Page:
13. Paul Wood wrote: "Basically Victory Medals to non-casualty corps members such as ASC, RE and RA tend to be the cheapest." Paul: I hesitate to take issue with a medal expert such as yourself but I find your comment above somewhat interesting as it refers to the Royal Regiment of Artillery as a "non-casualty corps." It is a regiment, not a corps, and it suffered 48,948 dead and 132,000 wounded during the Great War and 28,924 dead during World War II (casualty numbers from the RA Commemoration volumes for the two wars). Regards, Gunner 1 (a proud American gunner)
  14. Tim: The service numbers of your Driver Tom Carrick are his pre-1917 and post-1917 Territorial numbers. Prior to late 1916/early 1917 each Territorial Royal Field Artillery brigade used four-digit numbers for the other ranks of the brigade, but in late 1916/early 1917 there was a six-digit service numbers assigned to RFA TF personnel. Each RFA TF brigade was issued a unique set of 5000 numbers that were used for the personnel of that brigade. Carrick was issued the four-digit number ("1839") when he enlisted, but in early 1917 was given a new six-digit number ("755409") which falls in the 755001-760000 range assigned to the 2nd Northumbrian Brigade, RFA TF. During the Great War each RFA TF brigade had three lines, the first and second lines formed brigades that in most cases went overseas, while the third line remained in the UK and trained personnel many of whom later became replacements for the overseas brigades. The 2nd Northumbrian Brigade, RFA TF formed two overseas brigades: 1. 1/2nd Northumbrian Brigade that in early 1917 was re-designated 251st Brigade, RFA TF in the 50th Division and went to France and Flanders on 20 April 1915. 2. 2/2nd Northumbrian Brigade that in early 1917 was re-designated 316th Brigade, RFA TF in the 63rd Division and went overseas on 3 July 1916. As Carrick's six-digit number is 755409 and his medal index card indicates that he went overseas on 20 April 1915 it indicates that Carrick served on the Western Front with 251st Brigade, RFA TF. The war diary of that brigade for the period Apr 1915 to Dec 1916 is available at TNA under WO 95/2818 and for the period Jan 1917 to June 1919 under WO 95/2819.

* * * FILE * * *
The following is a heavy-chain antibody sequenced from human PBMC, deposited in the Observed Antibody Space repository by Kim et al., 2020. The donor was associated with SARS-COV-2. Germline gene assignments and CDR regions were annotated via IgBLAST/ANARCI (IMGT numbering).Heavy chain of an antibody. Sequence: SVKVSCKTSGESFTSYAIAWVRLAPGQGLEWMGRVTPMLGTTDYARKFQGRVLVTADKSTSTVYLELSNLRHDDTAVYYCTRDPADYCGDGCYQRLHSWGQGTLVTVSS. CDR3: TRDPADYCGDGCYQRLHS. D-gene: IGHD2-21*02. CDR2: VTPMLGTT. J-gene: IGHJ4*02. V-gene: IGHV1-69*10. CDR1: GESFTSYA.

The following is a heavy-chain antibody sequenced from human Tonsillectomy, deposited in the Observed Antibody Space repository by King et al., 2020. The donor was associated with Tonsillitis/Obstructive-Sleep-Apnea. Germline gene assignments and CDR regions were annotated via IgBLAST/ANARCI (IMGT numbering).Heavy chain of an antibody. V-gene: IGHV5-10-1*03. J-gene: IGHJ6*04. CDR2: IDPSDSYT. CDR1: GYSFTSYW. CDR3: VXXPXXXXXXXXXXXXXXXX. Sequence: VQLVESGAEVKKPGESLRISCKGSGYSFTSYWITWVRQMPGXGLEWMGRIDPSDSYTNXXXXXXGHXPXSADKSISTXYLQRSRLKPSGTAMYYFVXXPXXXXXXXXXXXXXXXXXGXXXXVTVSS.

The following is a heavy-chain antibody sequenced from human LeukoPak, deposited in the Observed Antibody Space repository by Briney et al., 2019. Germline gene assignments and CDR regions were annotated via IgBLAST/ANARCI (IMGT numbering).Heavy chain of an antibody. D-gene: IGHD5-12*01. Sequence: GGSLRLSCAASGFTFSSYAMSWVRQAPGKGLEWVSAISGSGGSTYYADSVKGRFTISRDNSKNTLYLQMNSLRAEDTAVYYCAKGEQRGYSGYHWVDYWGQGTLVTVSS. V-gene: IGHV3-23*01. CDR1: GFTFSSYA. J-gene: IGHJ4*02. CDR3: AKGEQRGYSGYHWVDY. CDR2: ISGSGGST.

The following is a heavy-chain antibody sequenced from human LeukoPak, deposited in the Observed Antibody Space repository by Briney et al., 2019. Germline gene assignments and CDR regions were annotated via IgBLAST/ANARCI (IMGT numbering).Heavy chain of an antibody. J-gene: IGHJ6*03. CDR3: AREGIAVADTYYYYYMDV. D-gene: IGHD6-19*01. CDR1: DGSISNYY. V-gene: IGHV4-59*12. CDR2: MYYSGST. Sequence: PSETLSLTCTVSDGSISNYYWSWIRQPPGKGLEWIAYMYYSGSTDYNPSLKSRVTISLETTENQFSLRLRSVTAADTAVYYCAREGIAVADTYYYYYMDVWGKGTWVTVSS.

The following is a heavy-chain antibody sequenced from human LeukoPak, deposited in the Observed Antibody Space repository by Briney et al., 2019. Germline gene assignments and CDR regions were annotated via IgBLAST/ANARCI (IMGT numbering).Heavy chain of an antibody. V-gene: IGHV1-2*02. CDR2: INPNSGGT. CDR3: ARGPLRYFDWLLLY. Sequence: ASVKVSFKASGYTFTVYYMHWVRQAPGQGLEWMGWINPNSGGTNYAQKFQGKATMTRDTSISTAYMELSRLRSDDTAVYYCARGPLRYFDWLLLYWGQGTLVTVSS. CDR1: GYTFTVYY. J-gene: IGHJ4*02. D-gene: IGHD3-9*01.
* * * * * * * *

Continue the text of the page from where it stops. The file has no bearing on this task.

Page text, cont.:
15. Tim: It would be helpful if you could ask some questions concerning the parts of the medal index card that you don't understand but a few comments can be made: 1. There are three major types of cards: a. Card for issuance of single 1914 Stars. All details initially placed on the card are in black ink. Later information concerning the BWM and VM are in blue. b. Card for the issuance of 1914-1915 Star as a single award. All original details are in red ink. Later information for the BWM and VM are usually in blue ink. c. Card for the issuance of the BWM and VM or for the issuance of the BWM and VM and a 1914 or 1914-15 Star issued together after late 1920. In all blue ink. The 1914 Star card (1a above) show the name, rank and unit at the time the decoration was earned and also for the time of the award of the Star and often show any post-nominals. They also show the date of issuance of the Star and the BWM and VM, the date bar ("Clasps and Roses" or "C & R") and MiD emblems ("Emblems"). At the bottom is the date of disembarkation. For officers the reverse shows the date of application for the Star, the date the officer returned the EF9 form (lists of services) and the address of the officer. The 1914-15 Star card (1b above) has the name of the recipient, and ranks (if more than one rank is listed the rank on each of the medals is indicated by symbols such as an "X" or an "X" with dots between the arms next to the rank and the medal with that rank. The medal roll for reference and the date of issuance are shown as is the disembarkation (qualifying date) for the 1914-15 Star and theatre. The reverse of many of the medal index cards for officers often show the date of application for the star, any recommending authority, the date the EF9 was submitted and an address for the officer. Emblems are indicated as in the 1a card. The card for the issuance of the BWM and VM with, or without a Star, after late 1920 for officers has the name rank (if both a Star and the BWM,VM were issued together, the rank for each medal is indicated as in 1914-15 Star card (1b). Most cards show the medal roll reference for the awards and officers' cards sometimes have a date of disembarkation and theatre listed. Emblems are indicated as in the 1a card as are date bars for the 1914 Star date bar. All three cards often indicate those died on service, often with a date, and officers promoted from the ranks. I have necessarily generalized as there are numerous other variations in the medal index cards and what is listed on both the obverse and reverse of the cards can vary from card to card. Note that the Ancestry index of medal index cards also includes Silver War Badge cards, mention in despatch cards and Military Medal cards. Regards, Gunner 1